France, 1952
Director: René Clément
Producer: Robert Dorfmann
Cast: Brigitte Fossey, Georges Poujouly, Lucien Hubert
Screenwriter: Jean Aurenche, Pierre Bost, René Clément, François Boyer
Based on the novel by François Boyer
Cinematography: Robert Juillard
Music: Narciso Yepes
Genre: Drama
Black & White
Aspect Ratio: 1.37:1
Language: French with English subtitles
Running Time: 86 minutes

When her parents are killed by an air strike while trying to flee Paris during the German invasion, 5-year-old Paulette (Brigitte Fossey) wanders into the French countryside, where she encounters 11-year-old peasant boy Michel (Georges Poujouly). And as they build a special, secret friendship, the adults play their own games of buffoonish peasant feuds.  A masterpiece of French post-war cinema by director René Clément (Purple Noon), with a haunting hit score played by guitar virtuoso Narciso Yepes, the ultimately beautiful, hilarious and disturbing Forbidden Games won the Golden Lion, the top prize at  the Venice Film Festival. Fossey (“in a performance that rips the heart out” – New York Times) is a star of French films to this day.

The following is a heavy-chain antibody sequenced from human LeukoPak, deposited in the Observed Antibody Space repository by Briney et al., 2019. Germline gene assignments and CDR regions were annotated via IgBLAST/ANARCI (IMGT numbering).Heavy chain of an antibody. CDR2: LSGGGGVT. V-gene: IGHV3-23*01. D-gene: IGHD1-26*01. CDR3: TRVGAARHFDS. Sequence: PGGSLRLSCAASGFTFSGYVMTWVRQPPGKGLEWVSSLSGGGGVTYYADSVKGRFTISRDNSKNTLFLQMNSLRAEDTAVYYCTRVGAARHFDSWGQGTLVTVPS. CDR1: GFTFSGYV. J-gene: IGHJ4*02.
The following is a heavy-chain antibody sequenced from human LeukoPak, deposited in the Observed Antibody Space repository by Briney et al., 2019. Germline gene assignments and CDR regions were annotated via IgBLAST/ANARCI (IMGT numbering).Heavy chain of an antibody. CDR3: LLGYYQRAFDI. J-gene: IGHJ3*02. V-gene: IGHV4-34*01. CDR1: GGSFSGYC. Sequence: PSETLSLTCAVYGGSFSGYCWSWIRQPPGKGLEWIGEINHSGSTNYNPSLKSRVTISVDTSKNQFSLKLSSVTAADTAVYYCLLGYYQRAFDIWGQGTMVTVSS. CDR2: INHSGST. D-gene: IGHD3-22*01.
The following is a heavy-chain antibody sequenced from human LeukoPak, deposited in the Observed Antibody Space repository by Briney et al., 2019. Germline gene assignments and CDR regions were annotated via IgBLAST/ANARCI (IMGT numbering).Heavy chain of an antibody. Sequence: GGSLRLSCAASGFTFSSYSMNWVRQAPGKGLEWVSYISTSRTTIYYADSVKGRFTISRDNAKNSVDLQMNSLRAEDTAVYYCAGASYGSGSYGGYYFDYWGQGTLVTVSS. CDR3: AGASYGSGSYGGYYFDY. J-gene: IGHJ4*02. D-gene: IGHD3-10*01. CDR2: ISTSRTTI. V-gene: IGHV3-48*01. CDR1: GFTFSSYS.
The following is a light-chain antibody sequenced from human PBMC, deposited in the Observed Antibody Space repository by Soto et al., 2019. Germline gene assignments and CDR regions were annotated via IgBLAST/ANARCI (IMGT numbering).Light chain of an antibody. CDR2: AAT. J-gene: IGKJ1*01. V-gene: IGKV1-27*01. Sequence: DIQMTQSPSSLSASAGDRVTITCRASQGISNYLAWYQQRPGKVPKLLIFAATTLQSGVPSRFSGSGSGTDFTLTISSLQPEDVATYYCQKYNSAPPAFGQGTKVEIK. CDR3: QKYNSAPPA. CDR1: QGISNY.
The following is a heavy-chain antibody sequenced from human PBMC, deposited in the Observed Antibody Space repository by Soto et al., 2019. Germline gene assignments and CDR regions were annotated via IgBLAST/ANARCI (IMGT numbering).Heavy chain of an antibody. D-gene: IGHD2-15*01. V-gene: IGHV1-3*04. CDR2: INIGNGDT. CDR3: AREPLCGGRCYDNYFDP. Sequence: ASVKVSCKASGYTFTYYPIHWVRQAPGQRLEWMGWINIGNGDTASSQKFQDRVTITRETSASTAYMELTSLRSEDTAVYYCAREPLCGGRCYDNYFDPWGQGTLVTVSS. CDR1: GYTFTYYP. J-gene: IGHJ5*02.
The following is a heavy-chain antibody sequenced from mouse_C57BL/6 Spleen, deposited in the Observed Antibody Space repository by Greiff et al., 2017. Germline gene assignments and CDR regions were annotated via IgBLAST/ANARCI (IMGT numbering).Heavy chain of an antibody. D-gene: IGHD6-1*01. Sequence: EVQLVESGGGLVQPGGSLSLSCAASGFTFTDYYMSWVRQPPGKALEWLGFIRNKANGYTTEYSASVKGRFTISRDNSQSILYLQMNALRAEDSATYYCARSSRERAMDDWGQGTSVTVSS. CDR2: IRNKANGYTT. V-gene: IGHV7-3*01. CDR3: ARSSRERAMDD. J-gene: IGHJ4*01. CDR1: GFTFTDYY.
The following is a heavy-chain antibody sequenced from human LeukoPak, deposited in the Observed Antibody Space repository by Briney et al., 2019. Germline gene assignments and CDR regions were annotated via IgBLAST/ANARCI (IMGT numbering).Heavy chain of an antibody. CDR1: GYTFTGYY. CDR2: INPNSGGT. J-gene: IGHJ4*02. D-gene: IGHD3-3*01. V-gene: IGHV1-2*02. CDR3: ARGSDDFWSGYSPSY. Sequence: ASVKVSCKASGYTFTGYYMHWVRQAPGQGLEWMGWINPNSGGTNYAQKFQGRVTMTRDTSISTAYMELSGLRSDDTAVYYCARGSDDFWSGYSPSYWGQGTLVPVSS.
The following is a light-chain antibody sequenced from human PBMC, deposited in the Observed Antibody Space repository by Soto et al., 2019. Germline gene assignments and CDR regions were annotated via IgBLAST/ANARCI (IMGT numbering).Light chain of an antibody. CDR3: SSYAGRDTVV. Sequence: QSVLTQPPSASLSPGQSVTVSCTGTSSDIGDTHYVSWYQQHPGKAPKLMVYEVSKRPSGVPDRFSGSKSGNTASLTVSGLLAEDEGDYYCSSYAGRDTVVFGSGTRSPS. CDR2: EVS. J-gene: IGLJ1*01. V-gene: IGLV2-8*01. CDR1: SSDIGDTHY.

Awards and Nominations:
Best Foreign Language Film (Academy Awards, 1952)
Golden Lion (Venice Film Festival, 1952)
Independent Grand Prix (Cannes Film Festival, 1952)
Best Foreign Language Film (New York Film Critics Circle Awards, 1952)
Top Foreign Films (National Board of Review Awards, 1952)
Best Film from Any Source (BAFTA Awards, 1954)
Best Writing, Motion Picture Story nomination (Academy Awards, 1954)

Reviews and Quotes 2

Philip French, The Guardian 

“It does not compromise on two things: the horror of war and the innocence of childhood…It is never a tearjerker: it doesn’t try to create emotions, but to observe them. That’s why it’s so powerful.”
— Roger Ebert    

— James Reid Paris,
The Great French Films

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